It's a thin red line. Inevitably, the much-debated question came up of whether the massacre was due to ammunition problems (difficulty opening ammo boxes, etc), along with the alternative theory that it was because of weapons fouling up and misfiring. My own feeling after playing the game is that it didn't need any one major factor to make it happen. The problem is, unless the British deploy in a proper tight square (preferably protected by improvised obstacles and with guns at the corners) as they did later in the Sudan, eventually the Zulus will find a flank somewhere. Once they do, the line will get rolled up and swarmed and it's game over.

Popular vs Obscure. I love to explore the esoteric corners of history. There's a particular pleasure to be had from researching wars and recreating battles that few people have ever heard of, especially when (as so often) they present unusual tactical challenges; colourful, even bizarre incidents; and strong characters. Bringing such games to the tabletop, especially at shows, is in its way a service to our little community. However, there is also a lot to be said for the 'headline acts': Gettysburg, Waterloo, Balaclava - the famous battles that everybody knows and can enjoy identifying the terrain features and notable regiments as portrayed on our tables; the ones where the 'what-ifs' have been discussed at length and it can be particularly interesting to see how alternative plans play out in a game. Our previous more obscure games at shows have been appreciated and gone down well enough, but I have to say I think Isandlwana was the most popular yet, so maybe we will go for more such better-known battles in future.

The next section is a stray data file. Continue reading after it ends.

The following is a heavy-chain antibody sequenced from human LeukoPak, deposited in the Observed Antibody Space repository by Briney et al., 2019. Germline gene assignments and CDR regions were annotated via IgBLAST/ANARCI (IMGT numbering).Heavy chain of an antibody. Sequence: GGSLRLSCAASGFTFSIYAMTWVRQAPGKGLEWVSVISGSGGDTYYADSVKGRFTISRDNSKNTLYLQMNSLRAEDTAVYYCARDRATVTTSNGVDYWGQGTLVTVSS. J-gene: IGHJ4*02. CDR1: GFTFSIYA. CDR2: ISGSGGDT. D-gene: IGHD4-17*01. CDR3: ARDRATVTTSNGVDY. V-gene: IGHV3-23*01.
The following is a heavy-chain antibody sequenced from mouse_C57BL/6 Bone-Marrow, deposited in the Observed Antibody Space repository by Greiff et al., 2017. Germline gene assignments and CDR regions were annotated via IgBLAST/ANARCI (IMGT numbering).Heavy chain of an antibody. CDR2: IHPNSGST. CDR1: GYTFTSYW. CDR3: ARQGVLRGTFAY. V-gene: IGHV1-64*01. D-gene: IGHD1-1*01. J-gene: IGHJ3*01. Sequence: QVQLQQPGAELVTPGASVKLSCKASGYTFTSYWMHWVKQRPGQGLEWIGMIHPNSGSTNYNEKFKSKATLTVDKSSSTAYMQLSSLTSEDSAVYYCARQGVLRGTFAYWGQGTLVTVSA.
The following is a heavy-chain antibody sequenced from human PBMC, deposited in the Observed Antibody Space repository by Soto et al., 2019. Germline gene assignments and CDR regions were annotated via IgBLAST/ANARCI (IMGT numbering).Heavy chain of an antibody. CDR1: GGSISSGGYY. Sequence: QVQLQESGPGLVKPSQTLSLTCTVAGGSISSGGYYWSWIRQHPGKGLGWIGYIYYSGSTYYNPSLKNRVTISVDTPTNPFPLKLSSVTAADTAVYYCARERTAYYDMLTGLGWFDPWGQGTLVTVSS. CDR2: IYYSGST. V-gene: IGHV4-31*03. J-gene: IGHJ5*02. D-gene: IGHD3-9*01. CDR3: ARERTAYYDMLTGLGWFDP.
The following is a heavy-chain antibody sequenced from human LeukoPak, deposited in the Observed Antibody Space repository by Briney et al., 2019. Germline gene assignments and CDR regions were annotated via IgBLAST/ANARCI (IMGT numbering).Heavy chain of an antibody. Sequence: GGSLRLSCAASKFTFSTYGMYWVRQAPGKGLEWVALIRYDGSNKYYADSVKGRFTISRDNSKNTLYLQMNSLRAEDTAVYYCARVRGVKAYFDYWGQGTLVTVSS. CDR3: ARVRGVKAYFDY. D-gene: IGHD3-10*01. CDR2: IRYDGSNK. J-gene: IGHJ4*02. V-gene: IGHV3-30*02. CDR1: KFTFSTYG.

28mm vs 6mm or 10mm. Another factor in the popularity of the Isandlwana game may have been the use of 28mm figures. We usually use 6mm or 10mm because these give the right mass effect for the massed battles we normally lay on. However, larger figures are easier to identify and more eye-catching at a show. Another conundrum to chew over for future games - or maybe we could go in the opposite direction and try 2mm next time!

Update: Bruce's scenarios for Isandlwana and Nyezane are both freely available in the "BBB Zulu Wars" folder in the BBB io group files. 


Sunday 10 September 2023

A bad day at Malplaquet (WSS, 1709)

Matt Bradley treated us to the fourth of his Marlburian games: Malplaquet. When he ran it previously with another group, it ended in emphatic Allied victory (see his report here). It is with mixed feelings that I tell you we demonstrated scenario balance by incurring an Allied defeat.

Five captioned photos tell the story, followed by post-battle reflections.

This shows the French deployment before we set out the Allies. The French hold a line of fortifications between two large woods. The fleurs de lys mark the three objectives: the redoubt on the left, the crossroads in the centre, and the road to the exit top right. The Allies must take one for a draw or two to win, while not losing Aulnois or Rieu de Bury. Allied forces deploy >12" away from the French line. Note how the ground the Allies have to cross is cut up by streams that seriously impede any attempt to shift pressure from one sector of the line to another, while of course the woods hinder their advance on the right and any efforts at outflanking. By contrast, note also the entirely open space behind the French line, meaning they can shift reserves to wherever they may be needed with relative ease and counter any Allied move.